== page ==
Rather than try to use the ArcMap application alone, I have brought ArcPy into the picture. I just tested and achieved what you described using the UniqueValuesSymbology (arcpy.mapping) class which has a writable classDescriptions property which can be set to: A list of strings or numbers that represent the descriptions for each unique value that can ...


7

You can make ArcCatalog recognize .jpeg files by adding it as a File Type in ArcCatalog options. Inside ArcCatalog: From the main menu choose: Customize Select ArcCatalog Options Under the File Types tab choose New Type... Enter "jpeg" and "JPEG Image" .jpeg images will now display in ArcCatalog. UPDATE: For ArcMap, you have to separately add .jpeg as ...


7

There are two ways to get at the Create Features window from the Editor toolbar: 1) Start Editing. Right-click on toolbar and select "Editor" 2) In the editor toolbar: Editor > Editing Windows > Create Features Alternatively, the right most button on the editor toolbar:


7

In Windows explorer copy and paste the following location in the address bar and replace username with your username on the machine with the arcGIS install on it.: C:\Users\username\AppData\Roaming\ESRI\Desktop10.1\ArcMap\Templates Delete normal.mxt (your mxd template) this will restore you mxd to it stock/original format with all your toolbars and windows ...


7

As troubleshot by @Paul, the error message is being triggered because you have placed your *.gsg file inside of a file geodatabase folder (*.gdb). It seems like the Maximum Likelihood Classification tool is getting confused by this. However, the error can be easily avoided by ensuring that your *.gsg file is NOT inside of a file geodatabase folder (*.gdb). ...


7

Yes, but sort of. ArcGis no longer has line-node topology that enables the user to tell how many arcs (lines) are connected at their ends (nodes). To check is one thing, but how about to fix instead? If you open the feature class in ArcMap and then use planarize lines (give a tolerance) and the lines will be snapped and split at intersection - saves a lot ...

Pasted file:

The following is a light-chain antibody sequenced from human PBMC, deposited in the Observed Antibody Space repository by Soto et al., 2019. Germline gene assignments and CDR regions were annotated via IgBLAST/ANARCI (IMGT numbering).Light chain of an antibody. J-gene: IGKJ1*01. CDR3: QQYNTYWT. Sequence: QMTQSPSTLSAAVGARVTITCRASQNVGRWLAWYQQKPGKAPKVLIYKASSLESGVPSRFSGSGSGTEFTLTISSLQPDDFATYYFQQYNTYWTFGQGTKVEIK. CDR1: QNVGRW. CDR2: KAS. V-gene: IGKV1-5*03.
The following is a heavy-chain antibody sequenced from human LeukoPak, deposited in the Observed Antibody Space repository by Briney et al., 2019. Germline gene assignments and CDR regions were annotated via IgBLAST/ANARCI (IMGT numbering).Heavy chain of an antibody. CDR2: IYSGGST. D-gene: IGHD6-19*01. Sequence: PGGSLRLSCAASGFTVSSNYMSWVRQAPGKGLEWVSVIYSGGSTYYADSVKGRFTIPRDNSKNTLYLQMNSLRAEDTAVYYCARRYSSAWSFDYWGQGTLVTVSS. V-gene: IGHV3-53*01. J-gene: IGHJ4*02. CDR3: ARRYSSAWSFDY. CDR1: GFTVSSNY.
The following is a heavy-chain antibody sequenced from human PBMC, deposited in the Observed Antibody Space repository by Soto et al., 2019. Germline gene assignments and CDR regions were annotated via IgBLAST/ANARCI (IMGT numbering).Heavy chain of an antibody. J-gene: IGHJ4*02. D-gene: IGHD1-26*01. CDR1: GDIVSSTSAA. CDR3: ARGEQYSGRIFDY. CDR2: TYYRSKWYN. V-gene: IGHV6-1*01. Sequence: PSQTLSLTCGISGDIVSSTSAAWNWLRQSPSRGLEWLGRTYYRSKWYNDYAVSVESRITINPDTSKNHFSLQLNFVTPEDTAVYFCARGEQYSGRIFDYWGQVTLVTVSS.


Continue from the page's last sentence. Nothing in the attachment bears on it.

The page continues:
7

Building on Michael's excellent answer, I would recommend using the Con (Spatial Analyst) tool to take a "slice" out of your DEM. The first screenshot shows the parameters you would likely want to use. The second screenshot shows the results of the Con function (as stylized MDOW hillshades) derived from the resulting DEM's.


7

ArcMap respects the default font size of the operating system. You can change the font size in your control panel. You can also turn on magnification to make all "Classic" Windows apps larger and more readable.


6

Speaking from personal experience, it is easy to corrupt a GDB if you manipulate the files individually outside of ArcGIS (i.e. ArcMap or ArcCatalog) with something like Windows Explorer. The individual files that you describe make up the guts of a GDB. Instead of adding these individually to a folder, you should be able to locate, view and utilize the GDB ...


6

You can use the symbology option 'multiple attributes' and set the size min/max for the symbol to the same, and it will create a dot in the middle of each polygon. also, you could probably do the same with maplex labeling to place a '.' label at the centroid of each shape


6

An alterntive to ian's suggestion, you can change your label expression to something like the following. By importing the regular expression module, you can create function to only display numbers at the beginning of a string. def NumberLabel(addressField): import re return re.search('^\d*', addressField).group() As per Ian's example, use python ...


6

I think what you are actually trying/wanting to do is create subtypes as shown in the graphic here. You can then apply domains by subtype. In your example type would be a domain of plastic and metal, which in turn would be subtypes, and then metal would have a domain of yes/no for rusted, but plastic would have a domain of N/A or whatever other option. ...


6

Wikipedia defines sinuosity as: the ratio of the curvilinear length (along the curve) and the distance (straight line) between the end points of the curve So to calculate this in ArcGIS, you would need to determine: the curvilinear length of the line. You can use the Field Calculator the start and end points of the line. See this Stack Exchange ...


6

There is two ways of doing this, the best is with Spatial Analyst using Extract by Attributes using the query value < 1.5, this will put NODATA in the areas where the height is greater than 1.5m. If you want to cap the raster to 1.5 so that the values are 1.5 where the raster exceeds 1.5 then use con: Con(InRaster,InRaster,1.5,"value <= 1.5") will ...


6

You could calculate the field beforehand in Excel, or you can also do this in ArcMap. You need to add a field to your table (make sure you aren't in an edit session, thanks Sara). This will be for the % change. calculate the percent change in that field, using the Field Calculator. Possibly something like: ((table.INCOME_2005 - table.INCOME_1995)/ ...